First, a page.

The United States adopted targeted killing as an essential tactic to pursue those responsible for the terrorist attacks of September 11, 2001. The Pentagon and the Central Intelligence Agency have employed the controversial practice with more frequency in recent years, both as part of combat operations in Afghanistan and Iraq, as well as in counterterrorism efforts in Pakistan, Yemen, and Somalia. Since assuming office in 2009, Barack Obama's administration has escalated targeted killings, primarily through an increase in unmanned drone strikes on al-Qaeda and the Taliban, but also through an expansion of U.S. Special Operations kill/capture missions. The successful killing of Osama bin Laden in a U.S. Navy SEAL raid in May 2011 and the September 2011 drone strike on Anwar al-Awlaki, an American-born Yemeni cleric and AQAP propagandist, are prime examples of this trend. The White House points to these outcomes as victories, but critics condemn the lethal tactic on moral, legal, and political grounds.
What Are Targeted Killings?
According to a UN special report on the subject, targeted killings are premeditated acts of lethal force employed by states in times of peace or during armed conflict to eliminate specific individuals outside their custody. "Targeted killing" is not a term distinctly defined under international law, but gained currency in 2000 after Israel made public a policy of targeting alleged terrorists in the Palestinian territories. The particular act of lethal force, usually undertaken by a nation's intelligence or armed services, can vary widely--from cruise missiles to drone strikes to special operations raids. The primary focus of U.S. targeted killings, particularly through drone strikes, has been on the al-Qaeda and Taliban leadership networks in Afghanistan and the remote tribal regions of Pakistan. However, U.S. operations are continuing to expand in countries such as Somalia and Yemen.
What Are the Legal Considerations Surrounding U.S. Targeted Killings?
The George W. Bush and Obama administrations have sought to justify targeted killings under both domestic and international law. The domestic legal underpinning for U.S. counterterrorism operations and the targeted killing of members of the Taliban, al-Qaeda, and its affiliates across the globe is the 2001 Authorization for the Use of Military Force (AUMF), which the U.S. Congress passed just days after 9/11. The statute empowers the president "to use all necessary and appropriate force" in pursuit of those responsible for the terrorist attacks. Peacetime assassinations, which are sometimes conflated with targeted killings, have been officially banned by the United States since 1976.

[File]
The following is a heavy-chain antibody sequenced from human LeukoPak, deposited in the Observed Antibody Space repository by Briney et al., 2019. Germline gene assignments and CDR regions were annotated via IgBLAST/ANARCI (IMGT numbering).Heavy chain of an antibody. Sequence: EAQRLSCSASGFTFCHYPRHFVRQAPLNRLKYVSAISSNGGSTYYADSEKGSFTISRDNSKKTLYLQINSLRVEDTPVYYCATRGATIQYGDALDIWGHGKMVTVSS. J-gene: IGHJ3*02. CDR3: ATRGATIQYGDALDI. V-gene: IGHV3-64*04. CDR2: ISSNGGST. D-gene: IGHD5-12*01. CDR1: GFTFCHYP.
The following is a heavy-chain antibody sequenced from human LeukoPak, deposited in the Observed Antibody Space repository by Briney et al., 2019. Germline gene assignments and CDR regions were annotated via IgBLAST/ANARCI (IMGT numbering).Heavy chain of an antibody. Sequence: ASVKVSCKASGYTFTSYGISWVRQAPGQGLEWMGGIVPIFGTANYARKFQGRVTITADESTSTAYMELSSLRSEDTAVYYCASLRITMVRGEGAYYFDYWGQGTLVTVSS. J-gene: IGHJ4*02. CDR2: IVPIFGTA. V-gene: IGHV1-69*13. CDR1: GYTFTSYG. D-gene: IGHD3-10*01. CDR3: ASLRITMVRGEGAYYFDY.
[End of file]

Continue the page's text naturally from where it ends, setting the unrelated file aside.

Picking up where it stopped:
The Obama administration asserts the United States remains in a state of armed conflict with al-Qaeda and associated forces, and has laid out its justification for targeted killings over several major policy speeches. These include those given by Harold Koh, legal adviser of the U.S. Department of State, in 2010; White House Chief Counterterrorism Adviser John Brennan in 2011; Defense Department General Counsel Jeh Johnson in 2012; Attorney General Eric Holder in 2012, and Brennan, once more, in 2012.
The White House maintains that the U.S. right to self-defense, as laid out in Article 51 of the UN charter, may include the targeted killing of persons such as high-level al-Qaeda leaders who are planning attacks, both in and out of declared theaters of war. The administration's posture includes the prerogative to unilaterally pursue targets in states without their prior consent if that country is unwilling or unable to deal effectively with the threat. The Navy SEAL raid that killed Osama bin Laden in Abbottabad, Pakistan, is demonstrative of the administration's policy, which some have condemned as a violation of national sovereignty.